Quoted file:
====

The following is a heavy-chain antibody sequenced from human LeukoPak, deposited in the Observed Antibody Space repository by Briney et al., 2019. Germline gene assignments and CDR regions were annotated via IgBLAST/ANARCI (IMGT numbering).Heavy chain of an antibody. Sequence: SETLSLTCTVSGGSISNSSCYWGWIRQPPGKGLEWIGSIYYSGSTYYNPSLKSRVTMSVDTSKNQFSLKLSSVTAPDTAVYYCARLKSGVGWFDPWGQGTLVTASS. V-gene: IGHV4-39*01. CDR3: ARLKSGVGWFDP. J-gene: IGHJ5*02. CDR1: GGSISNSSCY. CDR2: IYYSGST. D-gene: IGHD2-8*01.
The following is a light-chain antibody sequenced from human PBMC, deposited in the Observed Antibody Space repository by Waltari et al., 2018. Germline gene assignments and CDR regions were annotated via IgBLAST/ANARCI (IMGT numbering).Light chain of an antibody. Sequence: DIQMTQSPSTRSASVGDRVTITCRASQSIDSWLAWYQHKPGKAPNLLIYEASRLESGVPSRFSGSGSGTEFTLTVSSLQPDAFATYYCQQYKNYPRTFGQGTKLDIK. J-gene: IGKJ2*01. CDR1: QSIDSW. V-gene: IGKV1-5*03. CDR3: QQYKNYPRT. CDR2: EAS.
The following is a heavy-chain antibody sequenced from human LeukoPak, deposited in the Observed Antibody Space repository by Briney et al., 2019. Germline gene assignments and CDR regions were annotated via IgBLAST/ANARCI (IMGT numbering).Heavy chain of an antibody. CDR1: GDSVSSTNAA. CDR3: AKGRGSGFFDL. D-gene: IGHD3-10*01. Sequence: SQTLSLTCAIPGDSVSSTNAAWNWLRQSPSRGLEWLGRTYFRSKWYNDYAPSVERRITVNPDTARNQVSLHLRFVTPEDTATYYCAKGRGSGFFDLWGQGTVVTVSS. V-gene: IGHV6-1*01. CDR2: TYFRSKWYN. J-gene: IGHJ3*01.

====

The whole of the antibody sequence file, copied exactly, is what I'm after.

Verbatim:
The following is a heavy-chain antibody sequenced from human LeukoPak, deposited in the Observed Antibody Space repository by Briney et al., 2019. Germline gene assignments and CDR regions were annotated via IgBLAST/ANARCI (IMGT numbering).Heavy chain of an antibody. Sequence: SETLSLTCTVSGGSISNSSCYWGWIRQPPGKGLEWIGSIYYSGSTYYNPSLKSRVTMSVDTSKNQFSLKLSSVTAPDTAVYYCARLKSGVGWFDPWGQGTLVTASS. V-gene: IGHV4-39*01. CDR3: ARLKSGVGWFDP. J-gene: IGHJ5*02. CDR1: GGSISNSSCY. CDR2: IYYSGST. D-gene: IGHD2-8*01.
The following is a light-chain antibody sequenced from human PBMC, deposited in the Observed Antibody Space repository by Waltari et al., 2018. Germline gene assignments and CDR regions were annotated via IgBLAST/ANARCI (IMGT numbering).Light chain of an antibody. Sequence: DIQMTQSPSTRSASVGDRVTITCRASQSIDSWLAWYQHKPGKAPNLLIYEASRLESGVPSRFSGSGSGTEFTLTVSSLQPDAFATYYCQQYKNYPRTFGQGTKLDIK. J-gene: IGKJ2*01. CDR1: QSIDSW. V-gene: IGKV1-5*03. CDR3: QQYKNYPRT. CDR2: EAS.
The following is a heavy-chain antibody sequenced from human LeukoPak, deposited in the Observed Antibody Space repository by Briney et al., 2019. Germline gene assignments and CDR regions were annotated via IgBLAST/ANARCI (IMGT numbering).Heavy chain of an antibody. CDR1: GDSVSSTNAA. CDR3: AKGRGSGFFDL. D-gene: IGHD3-10*01. Sequence: SQTLSLTCAIPGDSVSSTNAAWNWLRQSPSRGLEWLGRTYFRSKWYNDYAPSVERRITVNPDTARNQVSLHLRFVTPEDTATYYCAKGRGSGFFDLWGQGTVVTVSS. V-gene: IGHV6-1*01. CDR2: TYFRSKWYN. J-gene: IGHJ3*01.